As far as the criticisms about the series being too woke go, I have so far found them to have more bark and bite. Also, the series has so far had nothing in it that would make me uncomfortable, watching it with any of my boys. The action sequences have so far been bloodier, but otherwise right on par with the action sequences in Peter Jackson’s trilogy. And, other than two characters who clearly have romantic feelings for one another touching hands briefly, there has been no sex at all. Who knows how long that will hold, but for a series like this today to take that particular route is delightfully unusual. I will even say this: Having finally forced myself to watch through the second, third, and fourth episodes of the series, bringing me fully to the halfway point (I will watch today’s fifth episode later this evening), the story has picked up very well, and I am excited to see where they go from here.
The one fear critics had before the series premiered that does seem to have had some meat to it was the amount of diversity present among the leading cast. Tolkien’s story universe was basically Northern European such that everyone was white. In Peter Jackson’s big screen version everyone was white. Now, I totally understand the desire for a big fan of a particular story to want to see it reproduced on screen in a manner as close to the author’s original literary vision as possible. For someone who greatly enjoyed the Lord of the Rings trilogy as well as The Hobbit, but who isn’t so well-versed in the lore of Middle Earth, the diversity issue just doesn’t register for me when watching it so far. This is particularly true given that this is a relatively original story rooted in a classic.
Perhaps the one thing that has stood out to me so far is that every single couple in the show is biracial. All of them. I have absolutely zero problems with biracial couples. Past opposition to those from the church was sinfully rooted in cultural preferences and not the Scriptures. Period. But at the point every single romantic relationship in the entire series is biracial, it starts to feel like the production crew was more interested in making a cultural point than telling a realistic story (granting its based on a fantasy novel and not actual history).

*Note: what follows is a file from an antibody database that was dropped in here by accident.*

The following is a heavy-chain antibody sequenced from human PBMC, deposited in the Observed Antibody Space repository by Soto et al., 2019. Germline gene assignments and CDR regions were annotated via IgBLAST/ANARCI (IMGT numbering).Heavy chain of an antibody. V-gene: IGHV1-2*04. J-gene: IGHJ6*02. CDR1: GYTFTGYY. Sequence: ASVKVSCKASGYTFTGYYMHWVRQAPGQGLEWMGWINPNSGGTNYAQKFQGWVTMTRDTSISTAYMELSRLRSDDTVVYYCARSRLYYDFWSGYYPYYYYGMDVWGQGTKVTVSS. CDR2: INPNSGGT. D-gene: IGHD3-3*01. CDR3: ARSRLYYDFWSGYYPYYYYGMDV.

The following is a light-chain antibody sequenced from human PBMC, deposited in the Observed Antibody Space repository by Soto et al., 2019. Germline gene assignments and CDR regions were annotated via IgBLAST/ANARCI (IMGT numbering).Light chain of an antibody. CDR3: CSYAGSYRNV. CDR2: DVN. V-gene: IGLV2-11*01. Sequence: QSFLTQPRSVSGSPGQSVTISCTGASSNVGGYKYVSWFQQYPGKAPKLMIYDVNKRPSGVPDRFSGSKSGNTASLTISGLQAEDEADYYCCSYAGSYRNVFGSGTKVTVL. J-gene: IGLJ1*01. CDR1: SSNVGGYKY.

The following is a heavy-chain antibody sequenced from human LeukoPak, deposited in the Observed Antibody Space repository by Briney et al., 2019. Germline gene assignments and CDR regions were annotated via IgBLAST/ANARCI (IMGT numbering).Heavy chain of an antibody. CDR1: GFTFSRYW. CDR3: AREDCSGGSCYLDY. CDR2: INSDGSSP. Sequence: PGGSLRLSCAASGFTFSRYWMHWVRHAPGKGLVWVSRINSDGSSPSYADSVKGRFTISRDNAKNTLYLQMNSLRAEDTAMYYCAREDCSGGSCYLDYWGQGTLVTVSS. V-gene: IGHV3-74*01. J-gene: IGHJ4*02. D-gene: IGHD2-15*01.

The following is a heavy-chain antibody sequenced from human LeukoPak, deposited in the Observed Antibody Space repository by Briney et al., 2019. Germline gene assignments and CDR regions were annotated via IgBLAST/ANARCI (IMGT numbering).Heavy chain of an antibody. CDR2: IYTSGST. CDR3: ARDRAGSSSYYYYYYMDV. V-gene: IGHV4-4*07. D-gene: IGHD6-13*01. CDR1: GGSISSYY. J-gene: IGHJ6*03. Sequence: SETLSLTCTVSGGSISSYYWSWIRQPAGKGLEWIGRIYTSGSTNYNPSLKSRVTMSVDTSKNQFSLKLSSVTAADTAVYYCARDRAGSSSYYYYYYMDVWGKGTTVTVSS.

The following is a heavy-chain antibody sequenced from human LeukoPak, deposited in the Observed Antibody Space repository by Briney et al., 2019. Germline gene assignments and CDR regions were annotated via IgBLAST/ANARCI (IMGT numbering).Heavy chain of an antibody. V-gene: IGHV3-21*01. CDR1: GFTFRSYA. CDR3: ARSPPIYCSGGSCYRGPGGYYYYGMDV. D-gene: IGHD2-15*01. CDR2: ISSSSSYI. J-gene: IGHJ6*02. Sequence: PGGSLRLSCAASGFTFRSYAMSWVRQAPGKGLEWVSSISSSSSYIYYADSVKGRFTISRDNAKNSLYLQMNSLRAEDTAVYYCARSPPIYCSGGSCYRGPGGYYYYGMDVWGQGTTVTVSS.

This, though, simply allows for a bit of an observation on where our culture is at the moment. Our culture today values diversity for the sake of diversity. In other words, diversity is treated as an end in itself. That does not include ideological diversity, mind you, but just about every other kinds of diversity imaginable is included.
Now, from the standpoint of the Scriptures, there’s nothing wrong with diversity. At all. Full stop. God created a world rich with diversity that reflects the full and beautiful spectrum of His character. John’s vision of the end of the world in Revelation imagines this wonderfully diverse group of people from every nation, tribe, people, and language all gathered around God’s throne singing the praises of the Lamb. God’s kingdom will be a beautifully diverse place.
But as good a thing as diversity is (something, by the way, that is far too often not reflected in our churches), it is never an end in itself. When diversity is treated like an end, we wind up losing sight of what is most important (the Gospel), and giving our attention to checking cultural boxes as if we could justify ourselves somehow by packing a sufficient amount of diversity into our lives. It becomes little more than an attempt at self-righteousness and arrogantly so at that when we allow a certain level of diversity we have achieved in our lives to give us permission to look down on others who are not so enlightened.
That, I think, is the real flaw of The Rings of Power series so far. It sets it sights on the wrong things. This is too bad because in all of Tolkien’s masterful storytelling, he tended to find ways to keep a vision of the Gospel fairly central to his efforts. In a world that has no sense of the Gospel, though, we still need things to give our lives meaning and do give us a sense of righteousness. Unfortunately, while some of these things might be good in and of themselves (at least, they are in the larger context of the Gospel), they are not strong or good enough to serves as ends to which our lives can be pointed for the true fulfillment we need and which only the Gospel can give. For that we need, well, the Gospel. If you’ve got that, you’ve got everything. If you miss that, the reverse is true. Don’t miss it.